The short duration of each individual session has a huge impact on students, especially young people who tend to be more easily distracted. Engaging the mind for 5 or 10 minutes knowing that there will be a stop afterwards helps them not to get bored and maintain an adequate level of concentration. Another aspect of microlearning is addressability: each of the content used corresponds to a link, an online addressability that therefore frees the student from the manic need to write, take notes, and so on.

Everything is available online. We have also seen how the application in the classroom or in DAD is open to a broader perspective, of lifelong learning. Finally, once learned, this kind of approach can also be freely applied to one's own desire to develop a particular topic and so on. Choosing microlearning in face-to-face and distance learning represents on the one hand the willingness of the teaching staff to get involved by supplementing the usual mode with a method that produces different results, and on the other hand it is a real stimulus for the children especially at a time in history when even relationships are severely compromised.  

The richness of micro content 

"The ability to stay focused on content being conveyed to us that requires constant mental effort focused on a goal is known as sustained attention. In the case of students in the classroom, there are those who try to memorize the lecture immediately and those who, on the other hand, through their own interpretive key translate the content into notes to delegate memorization to a later stage.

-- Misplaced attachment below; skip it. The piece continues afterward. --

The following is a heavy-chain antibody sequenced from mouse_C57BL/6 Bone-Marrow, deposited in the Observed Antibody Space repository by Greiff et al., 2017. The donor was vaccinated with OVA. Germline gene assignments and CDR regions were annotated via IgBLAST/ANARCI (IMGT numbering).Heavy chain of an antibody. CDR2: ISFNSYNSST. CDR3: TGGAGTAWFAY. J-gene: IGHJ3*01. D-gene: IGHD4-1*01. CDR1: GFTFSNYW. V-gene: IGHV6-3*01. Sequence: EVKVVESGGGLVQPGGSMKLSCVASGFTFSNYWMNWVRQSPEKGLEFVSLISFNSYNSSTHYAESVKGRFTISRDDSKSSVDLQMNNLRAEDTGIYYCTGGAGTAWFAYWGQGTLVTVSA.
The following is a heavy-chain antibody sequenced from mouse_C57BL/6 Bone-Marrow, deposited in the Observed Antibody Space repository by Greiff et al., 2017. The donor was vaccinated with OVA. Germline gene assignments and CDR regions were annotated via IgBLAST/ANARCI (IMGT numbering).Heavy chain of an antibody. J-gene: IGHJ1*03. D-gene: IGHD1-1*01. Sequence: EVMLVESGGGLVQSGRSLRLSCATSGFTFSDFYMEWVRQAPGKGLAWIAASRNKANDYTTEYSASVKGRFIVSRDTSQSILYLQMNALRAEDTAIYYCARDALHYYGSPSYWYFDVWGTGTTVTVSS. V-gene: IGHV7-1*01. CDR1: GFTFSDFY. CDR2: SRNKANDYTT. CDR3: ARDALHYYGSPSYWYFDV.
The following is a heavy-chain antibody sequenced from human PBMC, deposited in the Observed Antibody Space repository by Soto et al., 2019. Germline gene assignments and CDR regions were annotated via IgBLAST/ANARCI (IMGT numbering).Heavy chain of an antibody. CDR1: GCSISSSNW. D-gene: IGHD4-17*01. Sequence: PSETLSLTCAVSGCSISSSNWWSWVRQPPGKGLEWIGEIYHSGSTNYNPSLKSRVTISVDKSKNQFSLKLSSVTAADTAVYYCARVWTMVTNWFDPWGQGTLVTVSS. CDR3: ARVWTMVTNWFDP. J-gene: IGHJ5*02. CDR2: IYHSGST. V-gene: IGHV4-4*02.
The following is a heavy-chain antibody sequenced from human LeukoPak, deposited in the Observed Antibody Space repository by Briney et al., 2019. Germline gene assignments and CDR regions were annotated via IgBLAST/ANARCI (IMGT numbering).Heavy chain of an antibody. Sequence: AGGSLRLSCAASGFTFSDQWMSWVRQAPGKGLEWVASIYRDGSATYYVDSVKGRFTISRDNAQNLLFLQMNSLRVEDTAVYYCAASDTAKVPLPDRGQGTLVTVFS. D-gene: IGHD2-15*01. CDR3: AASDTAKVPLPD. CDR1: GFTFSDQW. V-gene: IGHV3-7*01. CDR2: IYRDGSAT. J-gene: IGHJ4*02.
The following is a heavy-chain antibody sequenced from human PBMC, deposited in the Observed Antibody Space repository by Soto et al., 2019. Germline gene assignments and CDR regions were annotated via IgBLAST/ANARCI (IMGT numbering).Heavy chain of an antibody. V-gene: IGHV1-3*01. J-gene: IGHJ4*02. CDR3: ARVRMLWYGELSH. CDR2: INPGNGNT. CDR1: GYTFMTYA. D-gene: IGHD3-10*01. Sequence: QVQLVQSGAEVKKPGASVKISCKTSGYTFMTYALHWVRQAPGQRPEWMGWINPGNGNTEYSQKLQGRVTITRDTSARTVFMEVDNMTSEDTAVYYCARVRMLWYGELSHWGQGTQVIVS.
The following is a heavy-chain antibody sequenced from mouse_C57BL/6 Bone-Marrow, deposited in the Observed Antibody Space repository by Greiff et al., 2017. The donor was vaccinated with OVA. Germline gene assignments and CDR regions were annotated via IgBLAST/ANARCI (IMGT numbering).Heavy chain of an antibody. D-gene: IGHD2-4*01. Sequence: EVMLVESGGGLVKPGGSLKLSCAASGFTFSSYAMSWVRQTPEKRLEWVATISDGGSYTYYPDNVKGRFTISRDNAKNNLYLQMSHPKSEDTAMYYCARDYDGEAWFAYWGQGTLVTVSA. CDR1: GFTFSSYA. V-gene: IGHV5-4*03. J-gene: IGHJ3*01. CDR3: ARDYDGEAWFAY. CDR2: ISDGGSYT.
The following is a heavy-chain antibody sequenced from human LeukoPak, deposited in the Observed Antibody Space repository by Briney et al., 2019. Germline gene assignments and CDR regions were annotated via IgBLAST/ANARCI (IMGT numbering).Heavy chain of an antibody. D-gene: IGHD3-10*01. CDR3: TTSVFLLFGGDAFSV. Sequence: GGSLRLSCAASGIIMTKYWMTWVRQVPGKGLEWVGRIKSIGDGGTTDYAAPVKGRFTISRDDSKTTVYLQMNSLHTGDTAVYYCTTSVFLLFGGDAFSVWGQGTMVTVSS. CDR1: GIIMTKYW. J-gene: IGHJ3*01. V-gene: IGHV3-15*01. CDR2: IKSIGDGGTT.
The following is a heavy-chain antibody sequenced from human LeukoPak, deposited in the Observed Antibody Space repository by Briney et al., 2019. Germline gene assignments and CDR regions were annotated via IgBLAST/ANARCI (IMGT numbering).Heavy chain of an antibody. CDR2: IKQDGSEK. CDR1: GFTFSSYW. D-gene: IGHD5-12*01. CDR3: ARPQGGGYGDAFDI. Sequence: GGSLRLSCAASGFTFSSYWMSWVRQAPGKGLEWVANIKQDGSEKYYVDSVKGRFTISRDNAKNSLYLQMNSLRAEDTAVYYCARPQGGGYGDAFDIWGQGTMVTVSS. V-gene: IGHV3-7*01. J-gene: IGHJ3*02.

If we consider that the attention threshold is 40-45 minutes, the advice is to observe 15 minutes of break between lectures during the morning, so as to preserve attentional efficiency also in the afternoon." Thus, Roberto Dell'Acqua, professor in the department of developmental and socialization psychology at the University of Padua, explains how the brain necessarily needs to rest after paying attention for 40-45 minutes.

Micro content has the potential to totally break down this mental pattern, demanding as little as 10 minutes of attention (if not less as we have already seen) thus giving immediate refreshment to the mind that can return to focus on another micro topic almost immediately afterwards. This kind of approach if it has validity in the classroom, between the desks, is even more valid when we move home, in Dad, when maintaining constant attention can be even more complex especially if very young. 

Practical example of microlearning in today's school

Microlearning is applicable to virtually every subject: whether science, math, history or geography matters little. Every subject in fact can be unpacked to promote assimilation. The secret lies in minimizing the complexities of each subject so that students can, step by step, approach the macro concept without leaving anything out. Taking a practical example, learning a foreign language cannot fail to go through this teaching approach.